Lunar science has become a global endeavor. Addressing the many aspects of lunar research requires international collaboration to provide, among other resources, interdisciplinary scientific expertise and unique mission data. The NASA Lunar Science Institute is uniquely poised to bring people together via the realm of science, where the pinnacle of success is sharing results with the world. NASA is seen as a leader in lunar science, making the NLSI a natural moderator in the international conversation for the field.

NLSI’s International Partnerships Program provides collaboration opportunities for researchers within the global lunar science community, as well as the international lunar education/ public outreach community. International partners are invited to participate in all aspects of the Institute’s activities and programs on a no-exchange-of-funds basis.

Non-U.S. science organizations can propose to become either Associate or Affiliate members of the NLSI on a no-exchange-of-funds basis. Affiliate partnerships are with non-government institutions; the majority of agreements will be Affiliate. Associate partnerships are government-to-government agreements; this includes space agencies.

Click here to find out how to apply to the International Partners Program.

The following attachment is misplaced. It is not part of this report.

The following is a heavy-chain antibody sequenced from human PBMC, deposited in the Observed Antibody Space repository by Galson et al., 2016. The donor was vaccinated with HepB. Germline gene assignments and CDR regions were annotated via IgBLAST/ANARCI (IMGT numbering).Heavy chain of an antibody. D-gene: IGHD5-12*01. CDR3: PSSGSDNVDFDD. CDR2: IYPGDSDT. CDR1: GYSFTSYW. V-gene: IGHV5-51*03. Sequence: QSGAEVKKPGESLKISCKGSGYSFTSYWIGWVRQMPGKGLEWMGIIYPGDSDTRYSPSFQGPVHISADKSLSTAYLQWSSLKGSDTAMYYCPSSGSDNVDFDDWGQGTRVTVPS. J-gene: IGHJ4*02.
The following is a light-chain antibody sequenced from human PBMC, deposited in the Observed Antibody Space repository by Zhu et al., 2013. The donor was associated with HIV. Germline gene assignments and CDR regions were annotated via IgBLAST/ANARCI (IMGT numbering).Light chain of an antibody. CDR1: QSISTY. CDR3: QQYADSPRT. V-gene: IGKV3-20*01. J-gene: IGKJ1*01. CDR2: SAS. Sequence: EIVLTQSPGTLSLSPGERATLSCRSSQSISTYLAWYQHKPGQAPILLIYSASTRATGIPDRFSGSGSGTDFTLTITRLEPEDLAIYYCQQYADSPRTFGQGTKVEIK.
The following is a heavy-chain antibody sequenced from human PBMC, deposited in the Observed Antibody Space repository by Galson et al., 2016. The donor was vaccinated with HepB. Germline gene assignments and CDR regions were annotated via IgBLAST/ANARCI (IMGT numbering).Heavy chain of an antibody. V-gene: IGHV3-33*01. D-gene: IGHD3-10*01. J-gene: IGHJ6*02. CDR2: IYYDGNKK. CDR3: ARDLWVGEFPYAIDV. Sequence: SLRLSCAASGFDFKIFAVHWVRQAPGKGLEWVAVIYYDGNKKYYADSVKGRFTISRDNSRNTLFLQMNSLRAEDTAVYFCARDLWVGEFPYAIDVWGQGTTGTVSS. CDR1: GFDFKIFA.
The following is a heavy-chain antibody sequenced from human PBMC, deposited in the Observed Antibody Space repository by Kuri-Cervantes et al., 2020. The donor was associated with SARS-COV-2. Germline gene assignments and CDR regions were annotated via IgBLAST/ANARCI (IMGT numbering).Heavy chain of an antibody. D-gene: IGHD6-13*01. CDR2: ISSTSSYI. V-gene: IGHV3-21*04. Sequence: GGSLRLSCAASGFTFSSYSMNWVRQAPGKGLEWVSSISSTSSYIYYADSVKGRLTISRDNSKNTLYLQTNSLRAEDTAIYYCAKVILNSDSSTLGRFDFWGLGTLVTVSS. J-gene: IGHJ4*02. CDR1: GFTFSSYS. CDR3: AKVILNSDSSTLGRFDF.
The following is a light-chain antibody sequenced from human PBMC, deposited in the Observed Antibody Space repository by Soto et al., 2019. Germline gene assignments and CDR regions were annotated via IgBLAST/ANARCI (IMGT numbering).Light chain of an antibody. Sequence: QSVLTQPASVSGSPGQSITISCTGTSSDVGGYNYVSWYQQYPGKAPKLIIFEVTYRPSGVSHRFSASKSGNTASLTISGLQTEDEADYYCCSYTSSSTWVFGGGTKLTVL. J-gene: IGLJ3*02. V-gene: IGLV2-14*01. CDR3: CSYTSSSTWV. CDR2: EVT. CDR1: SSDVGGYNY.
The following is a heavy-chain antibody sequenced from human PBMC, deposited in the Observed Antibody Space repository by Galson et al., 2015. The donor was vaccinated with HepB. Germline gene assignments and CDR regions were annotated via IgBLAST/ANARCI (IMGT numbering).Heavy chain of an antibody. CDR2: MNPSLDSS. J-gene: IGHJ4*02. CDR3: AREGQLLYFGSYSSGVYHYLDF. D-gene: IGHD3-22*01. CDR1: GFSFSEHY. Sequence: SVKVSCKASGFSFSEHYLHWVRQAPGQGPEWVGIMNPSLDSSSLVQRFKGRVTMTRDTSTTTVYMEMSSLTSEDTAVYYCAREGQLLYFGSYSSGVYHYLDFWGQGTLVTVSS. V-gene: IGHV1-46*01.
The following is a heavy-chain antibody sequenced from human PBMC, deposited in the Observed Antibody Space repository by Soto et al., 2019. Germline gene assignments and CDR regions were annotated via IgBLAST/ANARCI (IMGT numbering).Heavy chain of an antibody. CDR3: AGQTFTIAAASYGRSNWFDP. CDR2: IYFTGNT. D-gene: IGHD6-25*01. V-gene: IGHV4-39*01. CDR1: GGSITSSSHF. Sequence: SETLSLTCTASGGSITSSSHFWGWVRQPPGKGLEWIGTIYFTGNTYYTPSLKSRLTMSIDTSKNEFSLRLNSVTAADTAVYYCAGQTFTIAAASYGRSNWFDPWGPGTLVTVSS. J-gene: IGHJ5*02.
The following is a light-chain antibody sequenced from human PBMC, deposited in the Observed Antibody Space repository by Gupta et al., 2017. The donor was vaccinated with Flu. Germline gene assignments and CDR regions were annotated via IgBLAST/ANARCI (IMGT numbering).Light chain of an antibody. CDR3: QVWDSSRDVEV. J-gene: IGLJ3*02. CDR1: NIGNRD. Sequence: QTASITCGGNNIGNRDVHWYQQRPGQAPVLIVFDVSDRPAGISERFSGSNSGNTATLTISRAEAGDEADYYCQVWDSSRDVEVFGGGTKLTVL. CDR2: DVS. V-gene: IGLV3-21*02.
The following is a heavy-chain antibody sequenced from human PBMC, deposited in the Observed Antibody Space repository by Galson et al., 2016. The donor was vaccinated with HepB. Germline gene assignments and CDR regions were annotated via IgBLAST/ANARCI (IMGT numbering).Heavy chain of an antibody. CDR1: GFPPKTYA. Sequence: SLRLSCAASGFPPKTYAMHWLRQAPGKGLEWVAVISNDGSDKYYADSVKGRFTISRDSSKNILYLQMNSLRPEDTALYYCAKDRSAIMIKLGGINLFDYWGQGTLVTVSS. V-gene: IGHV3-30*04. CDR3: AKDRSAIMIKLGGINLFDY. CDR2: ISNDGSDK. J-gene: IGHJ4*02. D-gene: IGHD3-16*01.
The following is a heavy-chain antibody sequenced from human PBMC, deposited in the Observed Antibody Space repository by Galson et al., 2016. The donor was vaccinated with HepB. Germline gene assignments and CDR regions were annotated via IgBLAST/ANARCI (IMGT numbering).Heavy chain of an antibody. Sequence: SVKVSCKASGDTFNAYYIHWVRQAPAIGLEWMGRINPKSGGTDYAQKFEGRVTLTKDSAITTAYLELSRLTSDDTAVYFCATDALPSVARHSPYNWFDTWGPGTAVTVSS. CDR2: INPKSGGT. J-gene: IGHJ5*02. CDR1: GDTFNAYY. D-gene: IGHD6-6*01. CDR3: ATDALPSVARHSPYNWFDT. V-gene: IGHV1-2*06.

Dr. Gordon Osinski
Canadian Lunar Research Network CLRN
University of Western Ontario,
CLRN Coordinator Dr. Irene Antonenko

Assist. Prof. Seongim Choi
Dept. of Aerospace Engineering
Korea Advanced Institute of Science and Technology (KAIST)

In collaboration with Korea Aerospace Research Institute (KARI)

Dr. Mahesh Anand
United Kingdom
Open University

Dr. Haithem Altwaijry
Saudi Arabia
King Abdulaziz City for Science & Technology (KACST)

Prof. Shlomi Arnon
Ben-Gurion University at the Negev

Dr. Wim van Westrenen
VU University Amsterdam

Dr. Ralf Jaumann

NESF 2019

ISRU 2019 – Postponed

Lunar Landing Workshop

Upcoming Events


Women in Space 2019
Feb 7-8 (Scottsdale, AZ)

Lunar ISRU 2019
TBD (Columbia, MD)

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SSERVI Team Science

Did you know?

Moonquakes have been measured by seismometers emplaced by the Apollo astronauts.

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